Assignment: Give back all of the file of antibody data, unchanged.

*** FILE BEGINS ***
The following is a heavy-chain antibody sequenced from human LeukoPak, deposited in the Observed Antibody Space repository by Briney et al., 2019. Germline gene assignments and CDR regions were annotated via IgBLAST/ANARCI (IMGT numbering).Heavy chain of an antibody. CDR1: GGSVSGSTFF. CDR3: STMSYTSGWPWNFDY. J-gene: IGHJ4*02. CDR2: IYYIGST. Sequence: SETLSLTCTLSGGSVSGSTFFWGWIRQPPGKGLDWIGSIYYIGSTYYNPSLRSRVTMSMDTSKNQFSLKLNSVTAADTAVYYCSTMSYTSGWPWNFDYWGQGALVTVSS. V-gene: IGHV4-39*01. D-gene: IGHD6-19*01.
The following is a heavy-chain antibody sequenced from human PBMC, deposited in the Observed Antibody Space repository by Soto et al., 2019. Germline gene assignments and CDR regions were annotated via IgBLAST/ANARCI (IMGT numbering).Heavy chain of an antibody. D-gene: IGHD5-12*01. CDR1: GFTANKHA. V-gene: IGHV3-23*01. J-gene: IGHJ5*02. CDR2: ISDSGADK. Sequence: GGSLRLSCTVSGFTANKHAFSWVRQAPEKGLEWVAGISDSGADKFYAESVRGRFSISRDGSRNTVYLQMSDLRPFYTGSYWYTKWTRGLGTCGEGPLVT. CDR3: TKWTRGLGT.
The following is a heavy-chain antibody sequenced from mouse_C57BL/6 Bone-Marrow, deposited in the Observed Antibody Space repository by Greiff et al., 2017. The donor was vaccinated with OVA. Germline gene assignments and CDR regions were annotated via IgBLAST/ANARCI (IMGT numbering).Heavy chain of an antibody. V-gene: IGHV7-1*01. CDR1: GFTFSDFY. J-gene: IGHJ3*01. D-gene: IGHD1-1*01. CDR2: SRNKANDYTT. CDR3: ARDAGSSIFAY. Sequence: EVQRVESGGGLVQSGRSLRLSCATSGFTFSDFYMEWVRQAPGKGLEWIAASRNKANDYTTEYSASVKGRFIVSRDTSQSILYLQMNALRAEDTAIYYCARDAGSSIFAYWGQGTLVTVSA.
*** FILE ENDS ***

The following is a heavy-chain antibody sequenced from human LeukoPak, deposited in the Observed Antibody Space repository by Briney et al., 2019. Germline gene assignments and CDR regions were annotated via IgBLAST/ANARCI (IMGT numbering).Heavy chain of an antibody. CDR1: GGSVSGSTFF. CDR3: STMSYTSGWPWNFDY. J-gene: IGHJ4*02. CDR2: IYYIGST. Sequence: SETLSLTCTLSGGSVSGSTFFWGWIRQPPGKGLDWIGSIYYIGSTYYNPSLRSRVTMSMDTSKNQFSLKLNSVTAADTAVYYCSTMSYTSGWPWNFDYWGQGALVTVSS. V-gene: IGHV4-39*01. D-gene: IGHD6-19*01.
The following is a heavy-chain antibody sequenced from human PBMC, deposited in the Observed Antibody Space repository by Soto et al., 2019. Germline gene assignments and CDR regions were annotated via IgBLAST/ANARCI (IMGT numbering).Heavy chain of an antibody. D-gene: IGHD5-12*01. CDR1: GFTANKHA. V-gene: IGHV3-23*01. J-gene: IGHJ5*02. CDR2: ISDSGADK. Sequence: GGSLRLSCTVSGFTANKHAFSWVRQAPEKGLEWVAGISDSGADKFYAESVRGRFSISRDGSRNTVYLQMSDLRPFYTGSYWYTKWTRGLGTCGEGPLVT. CDR3: TKWTRGLGT.
The following is a heavy-chain antibody sequenced from mouse_C57BL/6 Bone-Marrow, deposited in the Observed Antibody Space repository by Greiff et al., 2017. The donor was vaccinated with OVA. Germline gene assignments and CDR regions were annotated via IgBLAST/ANARCI (IMGT numbering).Heavy chain of an antibody. V-gene: IGHV7-1*01. CDR1: GFTFSDFY. J-gene: IGHJ3*01. D-gene: IGHD1-1*01. CDR2: SRNKANDYTT. CDR3: ARDAGSSIFAY. Sequence: EVQRVESGGGLVQSGRSLRLSCATSGFTFSDFYMEWVRQAPGKGLEWIAASRNKANDYTTEYSASVKGRFIVSRDTSQSILYLQMNALRAEDTAIYYCARDAGSSIFAYWGQGTLVTVSA.